Journey hands-on preview

Many games seek to satisfy your id through huge amounts of violence. They allow players to commit countless acts of brutality. Everything from military battles to senseless slaughter of innocents to simply screwing with the on-screen AI is available to players whenever they want. And, seemingly, that's what players eat up. So, when a game looks to take a non-violent approach to satisfying the player's most primal urges, it's important to stand up and take note. Thatgamecompany's most recent attempt, Journey, seeks to do just that.

One of the first things you'll notice when exploring Journey's vast desert is the pleasure of movement. Everything from sliding down steep dunes to gliding is smooth, joyous, and playful, making the long trip towards the ever-dominant mountain in the distance really quite fun. Inspired by a trip to the Pismo Beach dunes on the California coast, Thatgamecompany co-founder Kellee Santiago calls the feelings gained through play as "fundamental to this experience of being in the desert," and that's certainly true. Walking up a huge dune is tough work, and you feel it as your unnamed robed character struggles to make it up. However, once he reaches the top, simply sliding down is its own reward.

Thatgamecompany's previous games Fl0w and Flower are full of life and have themes of healing and evolution, and despite its desert setting, Journey is no different. Santiago says that "If Fl0w was a haiku, and Flower was a poem, then we've been thinking of Journey as a parable." And that shows. Just under the facade of the desert lies a living, fluid world. With each step, the sand ripples like water, implying that the most important element to life is a strong thematic element. What's more, living ribbons inhabit the world. At first, they're little more than strips of fabric floating around and giving the player the ability to jump. Later, you'll encounter more evolved "life" forms that play like sea creatures, diving into the sand, jumping, and occasionally carrying you along as if they're dolphins pushing you with their noses.

"Players will recognize similar themes as in our previous titles, but we have further elaboration and story in this title," Santiago explains. That story is told through brief cutscenes that look like cave drawings, showing the tragic death of an entire people. Quickly you realize that the Journey isn't about getting to the mountain - it's about learning what happened to these people and what your place in this world actually is. As you explore, more and more graves appear, especially around ruins of huge buildings, implying that this race of people had something to do with their own demise. Considering the themes of destruction of nature in Flower, we don't think that assessment would be too far off the mark.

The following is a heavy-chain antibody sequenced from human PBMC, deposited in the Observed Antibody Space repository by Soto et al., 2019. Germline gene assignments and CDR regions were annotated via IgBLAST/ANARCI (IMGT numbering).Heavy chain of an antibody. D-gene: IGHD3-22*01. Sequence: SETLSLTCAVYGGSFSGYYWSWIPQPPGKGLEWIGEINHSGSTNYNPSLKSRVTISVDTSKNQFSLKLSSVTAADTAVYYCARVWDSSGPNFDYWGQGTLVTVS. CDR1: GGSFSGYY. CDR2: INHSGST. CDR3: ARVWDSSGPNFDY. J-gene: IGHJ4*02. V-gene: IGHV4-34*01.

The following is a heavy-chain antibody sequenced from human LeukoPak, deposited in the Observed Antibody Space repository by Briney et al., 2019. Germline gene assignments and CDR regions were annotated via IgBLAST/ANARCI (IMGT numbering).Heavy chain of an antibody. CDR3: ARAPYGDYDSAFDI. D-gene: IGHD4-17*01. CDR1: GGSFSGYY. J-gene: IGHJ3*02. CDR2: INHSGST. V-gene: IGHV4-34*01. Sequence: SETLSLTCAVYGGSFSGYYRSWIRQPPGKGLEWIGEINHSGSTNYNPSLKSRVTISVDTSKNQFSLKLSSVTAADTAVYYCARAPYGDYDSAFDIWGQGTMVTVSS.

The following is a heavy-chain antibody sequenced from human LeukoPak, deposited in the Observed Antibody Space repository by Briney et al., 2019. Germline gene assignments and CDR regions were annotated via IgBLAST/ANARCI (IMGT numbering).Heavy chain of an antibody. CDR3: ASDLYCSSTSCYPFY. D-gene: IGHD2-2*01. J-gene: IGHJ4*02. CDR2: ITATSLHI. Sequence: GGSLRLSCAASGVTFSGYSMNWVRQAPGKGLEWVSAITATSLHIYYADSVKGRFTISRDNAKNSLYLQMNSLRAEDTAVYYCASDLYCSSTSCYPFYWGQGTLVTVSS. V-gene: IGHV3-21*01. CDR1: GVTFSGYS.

You're not alone in your trip, however. Occasionally, you'll come across another player in the world. You'll have no real way to communicate, no way to find their name, and no way to even invite your friends into the game with you. It's a true passing of souls. In this way, Thatgamecompany seeks to make the interactions as human as possible. They do away with the game elements; they hope to make it like two people passing each other on a hike. You know very little about one another and are only bound by your trip and your mutual exploration of this natural space. That feeling is extremely organic and results in some very interesting interactions. When we passed a fellow player, we traded little songs with the singing button (one of two abilities we saw, the other being the ability to jump). It feels very much like a conversation, even if nothing is really being said. According to Executive Producer Robin Hunicke, this isn't out of the ordinary, nor is it very common. Some people are a "little more singsong-y than others, while others will maybe do one or two things together and walk apart" she said.

In all these ways, they're attempting to get rid of the gaminess of it all, and causing players to get back to being human. "You get back to that singular approach to being with another person" as a result of their approach to telling the story of this ruined world, Hunicke said. Journey is that rare sort of title that's attempting to speak to the human condition and explore what it means to both interact with another person and being truly alone in the world. And it's setting itself up to be something extremely special.

Jun 9, 2011

Taylor Cocke is a Los Angeles-based writer and producer who spends too much time watching numbers go up in MMOs and ARPGs. You name it, he's written and/or produced for them, which is shocking considering the aforementioned MMO playing.